I can hear you saying, “Okay, Sukie, this is all great, but my hips are tight and what can I actually do about it?”
Great question. First, I’d return to your original inquiry: “How to stretch IT bands and piriformis muscles.”
And, I’d ask you in return: what is it you’re trying to accomplish? You’re not stretching that tissue just to stretch something. You’re looking for a result, likely to loosen your hip joints or stop tingling from traveling down your leg.
So then, the problem is no longer how to stretch IT bands or how to loosen your piriformis muscle, but how to loosen the hip joint or reduce impingement on your sciatic nerve. This is a much more approachable and realistic question.
There are a variety of therapies that I find useful for accomplishing both of these goals. Despite the fact that stretching has fallen under scrutiny of late, some stretches may actually be helpful due to the novel sensory input that they generate. This is particularly applicable when it comes to the piriformis as it’s much easier to exert force upon than the IT band.
Many urban humans never stimulate their piriformis muscles due to single-planar movement — we only swing our legs front to back with little rotation or lateral movement as would be required in a more organic environment with lots of stooping, squatting, crouching, bending, shuffling, etc.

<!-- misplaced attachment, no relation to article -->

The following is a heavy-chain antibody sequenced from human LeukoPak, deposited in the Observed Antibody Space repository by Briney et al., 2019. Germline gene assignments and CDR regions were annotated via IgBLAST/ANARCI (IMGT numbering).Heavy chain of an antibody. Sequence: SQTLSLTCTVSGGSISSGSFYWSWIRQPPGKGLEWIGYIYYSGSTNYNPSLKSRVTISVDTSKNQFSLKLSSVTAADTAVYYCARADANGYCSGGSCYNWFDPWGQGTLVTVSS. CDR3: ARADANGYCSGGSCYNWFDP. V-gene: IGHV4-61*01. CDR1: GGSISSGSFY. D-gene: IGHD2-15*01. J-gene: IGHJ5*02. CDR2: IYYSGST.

But stretching just one or two muscles is short-sighted at best. Joint restrictions don’t happen because one muscle randomly decided one day to become tight. Movement of the joint throughout its full range of motion is imperative.
I’m a big proponent of cultivating diversity of movement. The more motor pathways you use, the more options you have available, and the less wear and tear you place over the course of your lifetime on one single movement path (so, you’ll be using the full range of motion of each joint rather than wearing a groove across one single line).
Whereas most people only use their hips in sitting, standing, and walking, incorporating low center of gravity movements can help engage all the muscle tissue around your hip joint, both waking it up and developing balanced strength. These movements include (but are definitely not limited to):
- side lunges
- squat shuffles (crouching low and then shuffling side to side)
- sitting/standing without using your hands
- sitting cross legged